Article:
The HCWM project supports healthcare waste management systems in 59 hospitals countrywide.
Thanks to the project, more than 6,000 health workers from the hospitals around the country have so far been trained on health waste management.
The autoclave and shredder, worth Sh25 million, were provided by the US President’s Emergency Plan for AIDS Relief (Pepfar) through the Centres for Disease Control (CDC, with PATH implementing the project.
The autoclave will be used on a pilot basis to determine the possibility of including non-burn technologies in the country before being rolled out in other counties.
Speaking at the commissioning of the autoclave, Mr Lolem Lokol’ile from the Ministry of Health’s Division of Environmental Health said the findings of the pilot would inform how the ministry manages health waste across the 47 counties.
Treatment logs of all waste will record the processes in each waste management cycle. They will then be shared with the hospital public health officer monthly for analysis before being presented to the Ministry of Health.
“The results of the test will be used for policy information,” said Mr Okuku. “This is a situation analysis, a descriptive study to pilot key findings on the use of non-burn technologies in Kenya. It will be availed to the Ministry for the possibility of the inclusion of non-burn technologies in Heath Care Waste Management Policy in Kenya.”
The Nairobi National Public Health Laboratory, Karatina Sub-County Hospital, Bungoma County Referral Hospital, Malindi District Hospital and Kemri CDC Kisumu have each received a shredder.
In addition to safe disposal of waste to prevent infections, WHO has called for more use of oral medication and fewer injections.
According to the organisation, 16 billion injections are administered every year.
Five per cent of these are for immunising children and adults, another five per cent are for procedures like blood transfusions and injectable contraceptives, and 90 per cent for administering medicines.
The organisation’s call for fewer injections could pose problems, since some people strongly believe that only injections can cure them.
WHAT IS AN AUTOCLAVE
An autoclave is basically a large vessel through which steam is circulated to sterilise things, perform scientific experiments, or carry out industrial processes. Its non-burn technology kills disease-causing organisms with pressurised steam instead of fire.
This is unlike incinerators, which produce highly toxic pollutants such as acid gases, heavy metals and other waste, which are detrimental to human health and the environment.
The autoclave is cylindrical because cylinders can withstand extreme pressures better than boxes, whose edges become points of weakness that can break.
It has a hinged mounted door to provide full movement of the trash and has a lock that prevents the door from opening while under pressure. Steam is pumped through the chamber at pressures higher than atmospheric pressure so it reaches temperatures of about 121°–140°C.
It kills pathogens through the dry, saturated steam created from a steam generator boiler for about 50 minutes.
The vapour released is filtered of any micro organisms.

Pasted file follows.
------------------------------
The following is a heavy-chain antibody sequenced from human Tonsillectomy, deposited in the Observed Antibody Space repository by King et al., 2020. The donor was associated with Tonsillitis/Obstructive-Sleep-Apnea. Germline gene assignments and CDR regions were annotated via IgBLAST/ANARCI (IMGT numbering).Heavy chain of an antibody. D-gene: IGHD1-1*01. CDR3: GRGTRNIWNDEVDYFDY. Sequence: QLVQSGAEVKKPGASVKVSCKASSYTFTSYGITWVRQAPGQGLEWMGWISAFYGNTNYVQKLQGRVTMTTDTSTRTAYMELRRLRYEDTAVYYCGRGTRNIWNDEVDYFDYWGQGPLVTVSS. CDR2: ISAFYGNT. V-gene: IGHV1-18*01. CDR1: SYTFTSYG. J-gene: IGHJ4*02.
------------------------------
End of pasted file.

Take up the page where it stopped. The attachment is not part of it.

Origin of the autoclave
Ancient Greeks use boiling water to sterilise medical tools.
1679: French engineer Denis Papin (1647–1712) invents the steam pressure cooker – an important step in the development of steam engines.
1860s: French biologist Louis Pasteur (1822–1895) helps to confirm the germ theory of disease. He realises that heating things to kill germs can prevent diseases and extend the life of foodstuffs (which leads him to the invention of pasteurisation).
1880s: Pasteur’s collaborator, Charles Chamberland (1851–1908), invents the modern autoclave.
Types of waste
Infectious waste: Waste contaminated with blood and its by-products, cultures and stocks of infectious agents, waste from patients in isolation wards, discarded diagnostic samples containing blood and body fluids, infected animals from laboratories, and contaminated materials (swabs, bandages) and equipment (such as disposable medical devices);
Pathological waste: Body parts and contaminated animal carcasses.
Sharps: Syringes, needles, disposable scalpels and blades, etc.
Chemicals: For example mercury, solvents and disinfectants.
Pharmaceuticals: Expired, unused, and contaminated drugs and vaccines.
Genotoxic waste: Drugs used in cancer treatment, teratogens (capable of producing foetal malformation).
Radioactive waste: Such as glassware contaminated with radioactive diagnostic material or radiotherapeutic materials.
Heavy metals waste: Such as broken mercury thermometers.
The major sources of healthcare waste are:
Hospitals and other healthcare establishments
Laboratories and research centres
Mortuaries and autopsy centres
Animal research and testing laboratories
Blood banks and collection services
Risks associated with waste disposal
Although treatment and disposal of healthcare waste reduces risks, indirect health risks may occur through the release of toxic pollutants into the environment through treatment or disposal.
If not properly constructed, and fills such as an ash pit can contaminate drinking water.
Incineration of waste has been widely practised, but inadequate incineration or the incineration of unsuitable materials results in the release of pollutants into the air and of ash residue.
Incinerated materials containing chlorine and other heavy metals can generate cancer-causing fumes.
What the world is doing to reduce pollution from health waste:
1. Using alternatives to incineration such as autoclaving, microwaving, steam treatment integrated with internal mixing, and chemical treatment.
2. Scientists are working to develop syringes that cannot be used more than once. One such effort is by British inventor Marc Koska, who created the K-1 syringe, the first syringe to automatically become disabled once it’s used. A small ring inside of the barrel of the syringe allows the plunger to move only in one direction, such that after it has been used, the plunger locks in place and will break if forced.
3. WHO is urging countries to transition, by 2020, to the exclusive use of the “smart” syringes, except in specific cases in which a syringe that blocks after a single use would interfere with the procedure, for instance, when a person is on an intravenous pump that uses a syringe.